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UAP Candidates Carter, Rao Debate over Community Issues


Thomas R. Karlo -- The Tech
Undergraduate Association presidential candidates Sunil K. Rao '99 (left) and Dedric A. Carter '98 argue at the Tuesday debate.

By David D. Hsu
Editor in Chief

The two teams vying for the presidency of the Undergraduate Association faced off in a debate on Tuesday night.

A debate planned for last night was cancelled because of scheduling conflicts.

Around 30 students assembled in the Burton-Conner House dining hall to hear the candidates discuss issues. UA Election Commissioner Edgar H. Martinez '00 moderated the debate.

Both candidate teams stressed their campaign themes throughout the debate. UAP candidate Dedric A. Carter '98 and his running mate Sandra C. Sandoval '00 organized their campaign around the concept of MIT as a "patchwork quilt" of diverse activities and groups.

Their opponents, Sunil K. Rao '99 and his running mate Kari A. Bingen '99, stressed building MIT's school spirit. In his opening statement, Rao described a photograph in the Infinite Corridor of a group of MIT students participating in a tug-of-war contest. "That's what our campaign is about," Rao said.

"You don't know everyone in your classroom," Rao said. Students rarely meet people outside their living group. "Here are two people who are going to do something about it."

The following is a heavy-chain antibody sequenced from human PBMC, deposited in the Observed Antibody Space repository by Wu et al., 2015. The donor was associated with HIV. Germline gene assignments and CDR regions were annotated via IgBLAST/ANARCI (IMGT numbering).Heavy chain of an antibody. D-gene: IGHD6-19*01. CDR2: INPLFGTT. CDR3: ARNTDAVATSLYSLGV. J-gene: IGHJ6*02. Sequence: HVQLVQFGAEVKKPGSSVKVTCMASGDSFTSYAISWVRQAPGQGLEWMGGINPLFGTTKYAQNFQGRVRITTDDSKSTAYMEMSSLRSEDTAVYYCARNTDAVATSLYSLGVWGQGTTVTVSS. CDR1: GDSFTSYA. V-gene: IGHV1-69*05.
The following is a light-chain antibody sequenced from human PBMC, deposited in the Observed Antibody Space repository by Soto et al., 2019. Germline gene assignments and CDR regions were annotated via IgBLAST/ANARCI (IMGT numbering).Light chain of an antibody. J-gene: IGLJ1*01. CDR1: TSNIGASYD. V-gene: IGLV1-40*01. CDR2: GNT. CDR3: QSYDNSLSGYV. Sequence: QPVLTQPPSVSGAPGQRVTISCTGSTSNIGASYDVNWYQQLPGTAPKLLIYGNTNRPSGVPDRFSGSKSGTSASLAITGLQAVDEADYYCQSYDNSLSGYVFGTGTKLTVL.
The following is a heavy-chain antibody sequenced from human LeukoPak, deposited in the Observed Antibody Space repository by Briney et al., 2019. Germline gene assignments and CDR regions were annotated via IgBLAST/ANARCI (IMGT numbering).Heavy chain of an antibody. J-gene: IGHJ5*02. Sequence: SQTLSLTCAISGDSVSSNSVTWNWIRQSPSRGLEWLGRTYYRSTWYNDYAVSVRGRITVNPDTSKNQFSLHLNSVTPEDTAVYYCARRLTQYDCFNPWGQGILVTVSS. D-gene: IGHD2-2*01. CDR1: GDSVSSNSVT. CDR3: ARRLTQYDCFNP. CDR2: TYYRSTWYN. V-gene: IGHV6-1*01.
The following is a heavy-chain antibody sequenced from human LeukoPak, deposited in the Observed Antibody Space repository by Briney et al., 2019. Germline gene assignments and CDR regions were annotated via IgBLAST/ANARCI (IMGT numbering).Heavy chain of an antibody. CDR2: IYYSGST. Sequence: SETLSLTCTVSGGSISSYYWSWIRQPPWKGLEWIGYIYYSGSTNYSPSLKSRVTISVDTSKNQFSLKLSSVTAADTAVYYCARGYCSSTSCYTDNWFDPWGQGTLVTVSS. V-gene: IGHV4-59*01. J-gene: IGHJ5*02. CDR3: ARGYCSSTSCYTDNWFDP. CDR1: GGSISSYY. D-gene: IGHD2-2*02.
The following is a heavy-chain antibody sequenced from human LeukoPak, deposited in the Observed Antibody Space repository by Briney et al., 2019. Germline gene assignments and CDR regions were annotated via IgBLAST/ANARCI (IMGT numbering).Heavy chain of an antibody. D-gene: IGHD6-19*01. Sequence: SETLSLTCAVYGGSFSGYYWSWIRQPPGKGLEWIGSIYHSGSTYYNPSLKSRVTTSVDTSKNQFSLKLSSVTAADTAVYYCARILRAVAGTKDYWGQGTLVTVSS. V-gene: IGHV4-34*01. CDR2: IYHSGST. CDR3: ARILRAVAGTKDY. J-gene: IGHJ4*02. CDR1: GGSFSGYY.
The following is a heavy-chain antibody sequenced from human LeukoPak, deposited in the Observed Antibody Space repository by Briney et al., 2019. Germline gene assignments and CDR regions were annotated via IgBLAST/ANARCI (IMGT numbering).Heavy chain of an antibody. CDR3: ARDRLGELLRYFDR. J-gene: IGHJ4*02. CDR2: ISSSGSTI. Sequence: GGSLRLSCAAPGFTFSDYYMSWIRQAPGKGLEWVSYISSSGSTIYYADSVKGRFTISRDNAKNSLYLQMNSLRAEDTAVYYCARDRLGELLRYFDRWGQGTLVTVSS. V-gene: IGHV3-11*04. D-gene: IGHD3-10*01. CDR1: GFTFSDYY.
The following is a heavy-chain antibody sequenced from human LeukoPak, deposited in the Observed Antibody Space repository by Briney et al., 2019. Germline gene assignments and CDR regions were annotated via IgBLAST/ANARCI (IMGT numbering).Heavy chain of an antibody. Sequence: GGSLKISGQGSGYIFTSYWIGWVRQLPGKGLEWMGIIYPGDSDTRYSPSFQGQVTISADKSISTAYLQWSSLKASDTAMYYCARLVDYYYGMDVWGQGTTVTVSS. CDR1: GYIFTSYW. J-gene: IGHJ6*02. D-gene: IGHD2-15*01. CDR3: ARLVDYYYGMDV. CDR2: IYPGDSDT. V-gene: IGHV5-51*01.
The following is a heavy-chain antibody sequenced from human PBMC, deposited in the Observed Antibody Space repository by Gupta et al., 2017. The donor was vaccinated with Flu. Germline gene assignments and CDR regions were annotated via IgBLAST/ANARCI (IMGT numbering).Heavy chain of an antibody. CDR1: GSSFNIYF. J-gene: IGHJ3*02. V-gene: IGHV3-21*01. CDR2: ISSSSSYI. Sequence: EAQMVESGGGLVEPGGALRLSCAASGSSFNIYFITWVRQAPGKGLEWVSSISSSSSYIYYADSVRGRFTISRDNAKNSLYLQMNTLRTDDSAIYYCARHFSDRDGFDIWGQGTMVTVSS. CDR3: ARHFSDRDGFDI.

Rao and Bingen's campaign is about "less talk, more action," Bingen said. Bingen also presented a "Top 10" list of reasons to vote for their team. The list included a number of promises including a school-wide ski trip, student discounts with the MITCard, and a UAtextbook library.

Carter's opening statement focused on forming an MIT community patchwork quilt. "The Institute is a very diverse place," and everyone has their own patch. "I am proposing an Undergraduate Association that is a collection of patches."

Carter and Sandoval's UAwould also work to help personalize MIT by sponsoring faculty mixers and improving the Logan Airport shuttle, Sandoval said. These efforts would help make MIT more than just a place to concentrate on problem sets, she said.

Rao, Carter discuss services

After the opening statements, Martinez posed questions to the candidates. The first question involved the candidates' plans to improve the undergraduate experience.

Rao responded by pointing out that he and Bingen have been talking to many students and finding out student concerns, Rao said. If elected, they will place an emphasis on organization and delegate tasks.

Carter said that while the administration has been pretty devoted to looking at how students learn and live, there are still several improvements that can be made, especially on issues that do not directly affect students' grades but affect how they feel while they study.

For example, in 1987 the Institute had a 10-year plan to renovate all classrooms, Carter said. That has not happened yet. Carter will listen to students and work with the administration to help improve things, including the condition of Vassar Street and Amherst Alley, he said.

Confusion over recognition idea

Martinez asked the candidates how they could unite the MIT community in the absence of a single rallying point like an athletic team.